• Last modified 2920 days ago (Aug. 25, 2011)


ENDZONE: MHS football

Staff writer

The Marion High School football team prides itself on the fundamentals. Head coach Grant Thierolf said if the team executes its plays this season it will win games.

For the Warriors that means picking up the right blocks and making the right read on the triple option. On defense, it means being in the right position on any given play, shedding blocks, and wrapping up a ball carrier with both hands.

“We’ve been in situations where we think about what the other guy does too much,” Thierolf said. “We want to have the kids to be as prepared as possible every Friday night.”

However, Thierolf wants to lull his opponents into thinking all the Warriors do is run the ball. If teams commit too many players to stopping the run, the Warriors will not hesitate to burn the opposing team with a deep pass, and do it creatively.

With well over 20 years of coaching experience, Thierolf has a sizable “bag of tricks” to pull from. One of the most exciting plays for the Warriors last season was a reverse pass. Playing receiver, Cole Lewman received a handoff on an end around; Lewman threw a strike down field to a wide-open Randy Regnier for a 50-yard touchdown completion.

“I’m sure there’ll be some times week to week,” Thierolf said of possible gadget plays. “It will still come down to fundamentals — blocking and tackling.”

Thierolf has an intriguing group of versatile skill players at his disposal.

“We’re as athletic as we’ve been in a long time,” Thierolf said.

After playing most of the year as the junior varsity quarterback as a junior, senior Lewman will take over for the varsity team. Lewman was the best wide receiver for the Warriors last season. He is athletic but also has a strong arm honed as an outfielder for the Warrior baseball team.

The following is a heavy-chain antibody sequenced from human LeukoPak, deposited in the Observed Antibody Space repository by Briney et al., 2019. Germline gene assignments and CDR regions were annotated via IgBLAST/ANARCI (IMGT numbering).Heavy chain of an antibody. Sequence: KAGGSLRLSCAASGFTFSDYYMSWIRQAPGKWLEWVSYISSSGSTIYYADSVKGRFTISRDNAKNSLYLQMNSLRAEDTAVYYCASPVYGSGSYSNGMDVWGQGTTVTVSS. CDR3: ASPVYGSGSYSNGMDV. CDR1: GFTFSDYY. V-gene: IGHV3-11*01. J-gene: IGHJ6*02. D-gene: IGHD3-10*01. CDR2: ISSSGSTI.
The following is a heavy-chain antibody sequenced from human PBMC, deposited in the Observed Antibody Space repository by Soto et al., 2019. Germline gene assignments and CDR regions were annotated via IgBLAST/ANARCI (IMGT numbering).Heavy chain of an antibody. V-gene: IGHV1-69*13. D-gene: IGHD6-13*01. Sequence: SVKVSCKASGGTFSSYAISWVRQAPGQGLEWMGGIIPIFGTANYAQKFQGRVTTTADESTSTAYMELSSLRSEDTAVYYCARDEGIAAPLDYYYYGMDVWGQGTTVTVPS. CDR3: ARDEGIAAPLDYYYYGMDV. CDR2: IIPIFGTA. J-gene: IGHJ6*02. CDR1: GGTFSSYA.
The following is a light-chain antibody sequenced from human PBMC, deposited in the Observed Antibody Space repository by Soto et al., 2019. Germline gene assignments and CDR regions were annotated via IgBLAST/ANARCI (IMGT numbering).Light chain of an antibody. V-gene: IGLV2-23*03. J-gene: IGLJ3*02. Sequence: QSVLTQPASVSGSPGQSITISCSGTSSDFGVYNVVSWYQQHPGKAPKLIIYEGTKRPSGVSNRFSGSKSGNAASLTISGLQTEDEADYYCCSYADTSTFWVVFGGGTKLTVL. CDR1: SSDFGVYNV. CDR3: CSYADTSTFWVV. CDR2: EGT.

“He did a nice job in JV for us. He was a varsity-level player,” Thierolf said. “The more reps you get reading the option offense the better you’ll be.”

Senior Colten Johnson will be Marion’s No. 1 option at running back. Johnson possesses a blend of sprinter speed and power. He can be effective running between the tackles, running to the outside on sweeps and tosses, and catching the ball as a receiver. He also throws javelin for the Warrior track team — an occasional running back pass could be in the senior’s repertoire.

“Colten gives us things some other backs we’ve had didn’t,” Thierolf said. “He has great vision and agility.”

Joining Johnson in the backfield will be fellow track teammates Mikael Antoszyk and Brody Carroll. Antoszyk and Carroll provide the Warriors with speedy, elusive runners who can line up in the slot as receivers. Both could be return options on punts and kickoffs; Antoszyk performed that duty last season.

Thierolf wants to give more opportunities for Antoszyk to work in space and get the 5-foot-6 senior away from the bigger players in the middle of the field.

Carroll, a junior, could be equally explosive with the right opportunity.

“We’re expecting good things from Brody,” Thierolf said. “He started last year at free safety. He’s a good multisport athlete.”

Lewman will also have weapons at receiver and tight end. Junior Jacob Harper and sophomore James Jones give the Warriors a combination of height and speed at wide receiver; they will be the deep threats Marion has been missing in previous seasons, Thierolf said.

Jones ran the 400-meter dash for the Warrior track team last year; Harper shows speed in both basketball and baseball. Both athletes are more than 6 feet tall.

“I’d be a fool not to take advantage of that,” Thierolf said.

Sophomore Taylor Heidebrecht may also see some time at wide receiver and backup quarterback.

A familiar and reliable target for Lewman will be tight end Dakin Ledford.

The Warriors may end up with a more versatile offense this season because the power running game, on which they usually rely, is not a given this season.

As a senior in 2010, Les Riggs filled in at fullback after Sheldon Boone graduated the year prior, and pushed his way through the offensive line all season. He was the ready heir apparent.